“ECT (electroconvulsive therapy) involves the application of two electrodes to the head to pass electricity through the brain with the goal of causing an intense seizure or convulsion. The process always damages the brain, resulting each time in a temporary coma and often a flatlining of the brain waves, which is a sign of impending brain death. After one, two or three ECTs, the trauma causes typical symptoms of severe head trauma or injury including headache, nausea, memory loss, disorientation, confusion, impaired judgment, loss of personality, and emotional instability. These harmful effects worsen and some become permanent as routine treatment progresses.” – Psychiatrist, Peter Breggin, M.D.

    ECT Resources Center –

    IMO, Florence was respectful and asked some good questions.


    June 19, 2013 | 7:29 PM


    My comments had nothing to do with the post or the blog.
    The thread took a direction…

    I’ll do my best to respect your request.
    I hope Joel will do the same.
    If not, I’m leaving this site, without being asked.


    June 19, 2013 | 7:30 PM

    All of the treatments should only be carried out with genuinely informed consent. Should something as apparently drastic and vilified as ECT be considered as a last option, then, I think the patient is entitled to that choice. There are indeed people who suffer from such mental anguish that intervention is warranted and welcomed. Some drugs that are, if honestly evaluated, unnecessary and/or contraindicated for most people can be a godsend to others.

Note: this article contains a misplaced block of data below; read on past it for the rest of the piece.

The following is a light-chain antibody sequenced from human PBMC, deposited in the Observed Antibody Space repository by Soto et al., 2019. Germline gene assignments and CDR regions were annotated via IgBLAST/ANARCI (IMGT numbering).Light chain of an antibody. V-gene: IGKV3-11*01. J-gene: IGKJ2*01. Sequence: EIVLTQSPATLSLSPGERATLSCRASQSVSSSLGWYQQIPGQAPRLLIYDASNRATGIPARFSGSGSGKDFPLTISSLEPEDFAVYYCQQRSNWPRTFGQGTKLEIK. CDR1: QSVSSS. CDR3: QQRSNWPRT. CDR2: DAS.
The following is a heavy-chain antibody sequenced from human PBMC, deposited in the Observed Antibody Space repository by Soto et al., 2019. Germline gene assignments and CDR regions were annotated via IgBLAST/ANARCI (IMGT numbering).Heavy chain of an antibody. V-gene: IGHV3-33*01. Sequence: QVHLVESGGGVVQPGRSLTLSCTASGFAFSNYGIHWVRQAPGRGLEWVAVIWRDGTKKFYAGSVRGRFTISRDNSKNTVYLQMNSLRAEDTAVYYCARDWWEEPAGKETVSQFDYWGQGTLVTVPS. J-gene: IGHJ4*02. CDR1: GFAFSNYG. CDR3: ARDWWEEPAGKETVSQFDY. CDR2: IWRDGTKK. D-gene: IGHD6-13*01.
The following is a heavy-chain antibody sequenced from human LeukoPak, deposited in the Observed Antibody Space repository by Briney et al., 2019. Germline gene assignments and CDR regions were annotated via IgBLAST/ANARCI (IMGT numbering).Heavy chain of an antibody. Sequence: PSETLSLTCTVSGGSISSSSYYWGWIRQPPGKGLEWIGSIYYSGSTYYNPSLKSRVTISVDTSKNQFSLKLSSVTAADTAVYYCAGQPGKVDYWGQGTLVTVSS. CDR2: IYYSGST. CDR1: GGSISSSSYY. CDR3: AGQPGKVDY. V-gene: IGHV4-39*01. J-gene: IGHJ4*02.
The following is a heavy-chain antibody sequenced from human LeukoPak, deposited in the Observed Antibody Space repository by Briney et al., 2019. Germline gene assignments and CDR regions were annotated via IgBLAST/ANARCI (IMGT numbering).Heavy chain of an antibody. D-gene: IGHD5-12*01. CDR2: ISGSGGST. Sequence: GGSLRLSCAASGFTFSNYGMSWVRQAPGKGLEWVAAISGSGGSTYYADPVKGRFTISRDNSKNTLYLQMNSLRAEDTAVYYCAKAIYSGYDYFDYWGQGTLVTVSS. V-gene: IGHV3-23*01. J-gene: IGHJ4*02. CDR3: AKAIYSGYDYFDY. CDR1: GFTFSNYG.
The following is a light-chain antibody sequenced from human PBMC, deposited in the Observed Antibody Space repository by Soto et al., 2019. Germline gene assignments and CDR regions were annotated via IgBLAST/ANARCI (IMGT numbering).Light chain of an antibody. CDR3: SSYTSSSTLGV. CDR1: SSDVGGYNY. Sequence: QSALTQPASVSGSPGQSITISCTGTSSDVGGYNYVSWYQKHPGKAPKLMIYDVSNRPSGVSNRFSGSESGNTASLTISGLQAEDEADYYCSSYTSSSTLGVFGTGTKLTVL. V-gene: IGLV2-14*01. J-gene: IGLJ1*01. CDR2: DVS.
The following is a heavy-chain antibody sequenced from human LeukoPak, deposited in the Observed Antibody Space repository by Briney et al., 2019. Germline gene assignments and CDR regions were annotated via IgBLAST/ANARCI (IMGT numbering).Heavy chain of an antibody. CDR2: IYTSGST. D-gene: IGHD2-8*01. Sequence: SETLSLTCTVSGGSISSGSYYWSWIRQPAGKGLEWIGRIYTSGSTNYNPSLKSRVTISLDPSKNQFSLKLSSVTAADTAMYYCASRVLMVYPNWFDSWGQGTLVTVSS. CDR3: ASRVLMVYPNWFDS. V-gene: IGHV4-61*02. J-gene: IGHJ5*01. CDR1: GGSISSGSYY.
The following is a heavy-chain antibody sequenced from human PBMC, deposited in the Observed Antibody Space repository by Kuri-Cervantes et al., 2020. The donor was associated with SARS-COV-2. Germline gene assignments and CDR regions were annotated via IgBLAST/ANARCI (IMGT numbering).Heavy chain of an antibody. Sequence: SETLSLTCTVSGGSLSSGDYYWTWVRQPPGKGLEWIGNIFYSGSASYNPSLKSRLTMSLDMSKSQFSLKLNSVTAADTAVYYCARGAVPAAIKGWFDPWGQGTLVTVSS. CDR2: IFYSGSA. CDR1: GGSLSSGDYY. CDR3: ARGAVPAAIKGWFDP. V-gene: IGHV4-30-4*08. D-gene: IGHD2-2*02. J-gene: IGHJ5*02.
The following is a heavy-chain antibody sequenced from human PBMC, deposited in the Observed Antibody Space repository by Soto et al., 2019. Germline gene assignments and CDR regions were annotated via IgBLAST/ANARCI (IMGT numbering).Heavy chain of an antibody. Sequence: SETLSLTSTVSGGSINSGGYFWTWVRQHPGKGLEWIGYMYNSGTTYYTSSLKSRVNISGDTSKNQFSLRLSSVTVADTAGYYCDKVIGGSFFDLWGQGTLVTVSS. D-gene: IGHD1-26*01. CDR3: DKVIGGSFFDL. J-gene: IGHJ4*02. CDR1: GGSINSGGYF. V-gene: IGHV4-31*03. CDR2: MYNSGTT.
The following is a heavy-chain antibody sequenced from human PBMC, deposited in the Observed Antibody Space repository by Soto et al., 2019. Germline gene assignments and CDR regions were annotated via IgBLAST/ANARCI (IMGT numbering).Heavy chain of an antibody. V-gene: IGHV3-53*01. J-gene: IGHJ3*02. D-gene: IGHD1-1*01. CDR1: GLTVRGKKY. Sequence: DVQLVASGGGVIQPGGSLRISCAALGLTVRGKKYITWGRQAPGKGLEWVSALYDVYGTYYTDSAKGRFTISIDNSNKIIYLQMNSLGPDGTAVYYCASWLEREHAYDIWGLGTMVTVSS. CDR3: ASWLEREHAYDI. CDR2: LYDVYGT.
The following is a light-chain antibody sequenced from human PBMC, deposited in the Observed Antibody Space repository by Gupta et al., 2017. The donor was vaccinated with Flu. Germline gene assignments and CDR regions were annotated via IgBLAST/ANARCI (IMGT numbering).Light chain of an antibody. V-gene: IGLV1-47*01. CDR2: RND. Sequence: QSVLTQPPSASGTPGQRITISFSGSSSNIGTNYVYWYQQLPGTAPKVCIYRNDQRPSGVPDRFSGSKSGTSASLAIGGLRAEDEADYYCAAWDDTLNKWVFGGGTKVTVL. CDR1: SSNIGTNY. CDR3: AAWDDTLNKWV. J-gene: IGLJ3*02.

Countering abuses of authority and bad science doesn’t require every possible kind of intervention be damned. That many people who have been mislabeled as being “mentally ill” and medicated to the gills with brain-damaging drugs, and that many people who do indeed suffer from what can rightfully be called mental illness can benefit profoundly from medical intervention can both be true. The primary difference, I think, is in the numbers.

    It’s a particular tendency, I think, in the U.S., to throw babies out with the bathwater. I know I speak loosely on these issues sometimes, but that’s because there are so few places in which the hegemony of bio-psychiatry can be challenged without the challenger being labeled as a “scientologist” or “anti-science.”

    Being a person who, I think, was caught up in a dragnet of psychiatric over-reach and routine over-medication who also suffers some psychiatric afflictions that I claim as my own, Dr. Nardo’s measured critiques are very important to me as a moderating and edifying voice in my own decisions about what is and is not a mental health problem for me and how I choose to deal with it.

    June 19, 2013 | 8:49 PM

    Dear Dr. Nardo,

    Though I may not agree with all that you said, I do appreciate your thoughtful response, which shows that my high opinion of you was not in vain. I know others have a high opinion of you too. I have only recently found out about your blog, so I am not familiar with all of your posts. However, I have checked out your background and some information about you that seemed quite positive. I am very pleased to see that you are not an avid ECT or psychiatric stigma/drug promoter like some of the great advocates I cited here. Rather, per your claims, you use such treatments sparingly and judiciously when you believe they are absolutely necessary as a last resort and/or to avoid further harm by those not so inclined.